Charles Simic

book-simic-selected

Griffin Poetry Prize 2005
International Winner

Book: Selected Poems: 1963-2003

Poet: Charles Simic

Publisher: Faber and Faber

Click here to read and listen to an excerpt.

Charles Simic reads Shelley

Shelley, by Charles Simic

Shelley

Poet of the dead leaves driven like ghosts,
Driven like pestilence-stricken multitudes,
I read you first
One rainy evening in New York City,

In my atrocious Slavic accent,
Saying the mellifluous verses
From a battered, much-stained volume
I had bought earlier that day
In a second-hand bookstore on Fourth Avenue
Run by an initiate of the occult masters.

The little money I had being almost spent,
I walked the streets my nose in the book.
I sat in a dingy coffee shop
With last summer’s dead flies on the table.
The owner was an ex-sailor
Who had grown a huge hump on his back
While watching the rain, the empty street.
He was glad to have me sit and read.
He’d refill my cup with a liquid dark as river Styx.

Shelley spoke of a mad, blind, dying king;
Of rulers who neither see, nor feel, nor know;
Of graves from which a glorious Phantom may
Burst to illumine our tempestuous day.

I too felt like a glorious phantom
Going to have my dinner
In a Chinese restaurant I knew so well.
It had a three-fingered waiter
Who’d bring my soup and rice each night
Without ever saying a word.

I never saw anyone else there.
The kitchen was separated by a curtain
Of glass beads which clicked faintly
Whenever the front door opened.
The front door opened that evening
To admit a pale little girl with glasses.

The poet spoke of the everlasting universe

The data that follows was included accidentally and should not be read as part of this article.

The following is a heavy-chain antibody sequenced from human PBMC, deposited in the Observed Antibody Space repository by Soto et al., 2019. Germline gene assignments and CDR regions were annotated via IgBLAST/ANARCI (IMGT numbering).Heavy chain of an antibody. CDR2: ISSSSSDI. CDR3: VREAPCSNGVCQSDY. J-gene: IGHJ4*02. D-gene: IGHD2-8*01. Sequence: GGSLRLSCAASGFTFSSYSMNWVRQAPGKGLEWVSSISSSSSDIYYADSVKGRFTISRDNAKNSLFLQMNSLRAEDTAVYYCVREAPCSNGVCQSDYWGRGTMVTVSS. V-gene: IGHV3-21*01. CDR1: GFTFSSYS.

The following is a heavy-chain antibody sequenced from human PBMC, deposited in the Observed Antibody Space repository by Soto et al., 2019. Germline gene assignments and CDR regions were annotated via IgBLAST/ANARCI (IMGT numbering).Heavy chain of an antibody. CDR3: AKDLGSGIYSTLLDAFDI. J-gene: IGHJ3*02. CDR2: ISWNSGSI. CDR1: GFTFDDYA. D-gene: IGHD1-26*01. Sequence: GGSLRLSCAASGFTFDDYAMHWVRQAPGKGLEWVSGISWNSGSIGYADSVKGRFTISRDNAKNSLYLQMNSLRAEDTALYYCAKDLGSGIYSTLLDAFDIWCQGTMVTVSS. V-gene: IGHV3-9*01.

Of things – of gleams of a remoter world
Which visit the soul in sleep –
Of a desert peopled by storms alone –

The streets were strewn with broken umbrellas
Which looked like funereal kites
This little Chinese girl might have made.
The bars on MacDougal Street were emptying.
There had been a fist fight.
A man leaned against a lamp post arms extended as if
crucified,
The rain washing the blood off his face.

In a dimly lit side street,
Where the sidewalk shone like a ballroom mirror
At closing time –
A well-dressed man without any shoes
Asked me for money.
His eyes shone, he looked triumphant
Like a fencing master
Who had just struck a mortal blow.

How strange it all was – The world’s raffle
That dark October night –
The yellowed volume of poetry
With its Splendors and Glooms
Which I studied by the light of storefronts:
Drugstores and barbershops,
Afraid of my small windowless room
Cold as a tomb of an infant emperor.

From Selected Poems 1963-2003, by Charles Simic
Copyright © Charles Simic, 2004

2 thoughts on “Charles Simic

  1. Hi I am 20 years old and I write poetry, but I was wondering did you go to university or should someone consider that as an option to improving their poetry? Should I just continue what I am doing now by reading it like you did? By the way I listened and read your poem and I am a fan. Thanks.

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